"No! Here he is!" And, Ezra jumps up with his arms wide. "Did you see me?"

I ponder my son's question. Often, I am so focused on what is directly in front of me that I miss what is going on around me. And then, for that, my surroundings are so chaotic - constant noise and motion as a result of three sons 6 years of age and younger - that I long to recede into my interior life. I long for quietude and times to sit in contemplation, either reading, writing, or savoring the bit of God I find in nature and through my artistic endeavors. 

In reading, "Mother Teresa: Come Be My Light," a collection of her writings compiled by Brian Kolodiejchuk, I find myself desirous of the type of focus she placed on her relationship with Jesus. A life of contemplation and service - though it may be romanticized in my mind - sounds wonderful. And yet, though it may not be what I intended for my life, it is what I have received in being a homeschooling mother. My mission is here - mingled in the daily grind of life with three children. My mission is here - working the knots out of my spirit in an attempt to be more Christ-like while caring for the needs of my sons, even in those times I would rather serve myself. 

Where is your mission, friend? You might not be a missionary in another country, but that doesn't mean you are without a mission. Look at your life and see what God has clearly placed in your path today. Like the pooling light, let your focus lead you to serve the souls you meet today - whether they are weary or jubilant, grumpy or kind.

Friday, February 21, 2014

Soothing comfort

Captured tide.  senk 2013
What brings you comfort, friend? Perhaps the warm kneading of waves on your feet as you amble along a sandy beach? Or, maybe your face smiles just thinking about a warm vanilla rooibos chai, slightly sweetened and sitting beside a chocolate-chip scone? Then again, maybe uninterrupted time savoring the expanse of blue mountain views while hiking trails through God's inspiring forests and fields is more your style?

When I was a young child, my first experience trying to shower was a nightmare! I screamed in the tub, while my hands flailed to wipe soapy shampoo bubbles from my face. The thought of that burning sensation still makes my eyes tingle. Now that I am older and a mother not only to two energetic young boys, but also a one-month old son, I anticipate my next shower with excitement. It's amazing how a little vanilla-verbena body wash and the warm spray from the shower head focused on my shoulders can change the course of my whole day.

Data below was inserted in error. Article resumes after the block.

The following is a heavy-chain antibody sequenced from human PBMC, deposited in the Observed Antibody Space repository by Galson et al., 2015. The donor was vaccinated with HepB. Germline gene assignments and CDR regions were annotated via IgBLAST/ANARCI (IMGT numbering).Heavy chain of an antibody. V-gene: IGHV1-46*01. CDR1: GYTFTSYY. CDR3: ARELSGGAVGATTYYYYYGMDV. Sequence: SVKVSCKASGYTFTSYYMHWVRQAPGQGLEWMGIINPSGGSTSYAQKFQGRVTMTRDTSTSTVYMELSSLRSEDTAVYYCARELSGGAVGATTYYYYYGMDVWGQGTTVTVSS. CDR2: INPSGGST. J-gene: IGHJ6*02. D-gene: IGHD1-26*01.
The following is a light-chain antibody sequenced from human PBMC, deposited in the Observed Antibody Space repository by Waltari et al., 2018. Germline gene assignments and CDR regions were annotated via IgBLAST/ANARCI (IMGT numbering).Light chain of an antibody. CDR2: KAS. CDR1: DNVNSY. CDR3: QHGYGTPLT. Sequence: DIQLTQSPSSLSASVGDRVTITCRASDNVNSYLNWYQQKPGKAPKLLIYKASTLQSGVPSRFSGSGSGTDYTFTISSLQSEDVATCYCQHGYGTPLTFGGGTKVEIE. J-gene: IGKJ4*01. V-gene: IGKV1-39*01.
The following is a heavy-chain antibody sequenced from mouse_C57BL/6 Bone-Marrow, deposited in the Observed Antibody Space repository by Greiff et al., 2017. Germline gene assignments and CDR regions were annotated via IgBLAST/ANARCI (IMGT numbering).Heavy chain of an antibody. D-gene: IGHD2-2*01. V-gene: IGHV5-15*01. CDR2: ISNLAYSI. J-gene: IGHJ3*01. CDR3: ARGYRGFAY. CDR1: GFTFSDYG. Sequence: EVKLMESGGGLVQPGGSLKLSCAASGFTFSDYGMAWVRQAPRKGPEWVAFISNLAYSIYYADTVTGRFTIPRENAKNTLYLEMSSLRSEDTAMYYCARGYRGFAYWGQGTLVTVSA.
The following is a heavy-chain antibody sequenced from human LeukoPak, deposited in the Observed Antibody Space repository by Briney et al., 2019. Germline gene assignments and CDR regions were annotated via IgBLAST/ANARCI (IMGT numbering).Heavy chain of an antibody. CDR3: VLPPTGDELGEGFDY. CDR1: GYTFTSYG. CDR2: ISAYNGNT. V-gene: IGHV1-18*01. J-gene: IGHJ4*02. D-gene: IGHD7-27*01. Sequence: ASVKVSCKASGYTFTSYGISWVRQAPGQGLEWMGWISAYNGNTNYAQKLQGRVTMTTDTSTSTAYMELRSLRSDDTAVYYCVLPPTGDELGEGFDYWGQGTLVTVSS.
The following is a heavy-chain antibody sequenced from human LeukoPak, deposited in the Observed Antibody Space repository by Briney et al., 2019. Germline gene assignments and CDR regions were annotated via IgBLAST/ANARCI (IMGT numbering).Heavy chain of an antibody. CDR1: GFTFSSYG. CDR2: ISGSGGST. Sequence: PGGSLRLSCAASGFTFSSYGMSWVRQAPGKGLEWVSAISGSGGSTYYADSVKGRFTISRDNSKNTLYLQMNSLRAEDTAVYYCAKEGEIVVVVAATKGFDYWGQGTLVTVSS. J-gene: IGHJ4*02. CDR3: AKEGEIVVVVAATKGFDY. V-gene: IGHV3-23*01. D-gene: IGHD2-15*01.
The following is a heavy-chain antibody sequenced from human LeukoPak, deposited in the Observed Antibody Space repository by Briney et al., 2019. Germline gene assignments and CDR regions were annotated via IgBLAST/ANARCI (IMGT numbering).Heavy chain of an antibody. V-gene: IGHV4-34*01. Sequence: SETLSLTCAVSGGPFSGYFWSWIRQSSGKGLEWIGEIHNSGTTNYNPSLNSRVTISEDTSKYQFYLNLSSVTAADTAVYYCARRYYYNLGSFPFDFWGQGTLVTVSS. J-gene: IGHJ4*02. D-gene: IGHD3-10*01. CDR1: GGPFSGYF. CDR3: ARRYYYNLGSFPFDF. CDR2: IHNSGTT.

So, what brings you comfort, friend? May today send an opportunity to relish that soothing presence in your life.

Saturday, February 15, 2014

Innocent beauty

Gratian's lovely feet. senk 2014.
Sometimes when we try to comfort and love those dearest to us, we find instead they resist that compassionate care. I consider the times when Gratian cries, even when he's held or nursed or soothed or waltzed about the room in a gentle sway while calming music plays in the background. I consider the times when Ezra - usually overtired - fusses about having to take a nap or being required to wear a hat to go out in the cold or sharing toys. I consider the times when Joey scowls over having to engage in constructive and creative play before he can watch a cartoon. And, of course, I consider the myriad times when I have pushed away rather than allowed myself to be comforted.

Of course, it's not always easy. The time when we need compassion the most is often when we get it the least. I remember a time in my past when my mother was in the hospital. She had fallen and none of us knew to what extent she had hurt herself. Feeling obliged to attend a church meeting the next day before she could come home, I was only half-engaged in what was happening. Afterwards, I was ready to leave - to find out how my mother was doing. I didn't expect to be stopped by someone who was requesting me to sign up to provide food for an upcoming dinner. I was so angry at the lack of compassion over my desire to be with my mother, I lashed out, "You have got to be joking! I need to go see how my mother is doing." Someone else attempted to calm me, but I just pushed away.

Do you ever feel yourself doing that, friend? Do you push away when you're at that gut-wrenching state and tears drip without trying?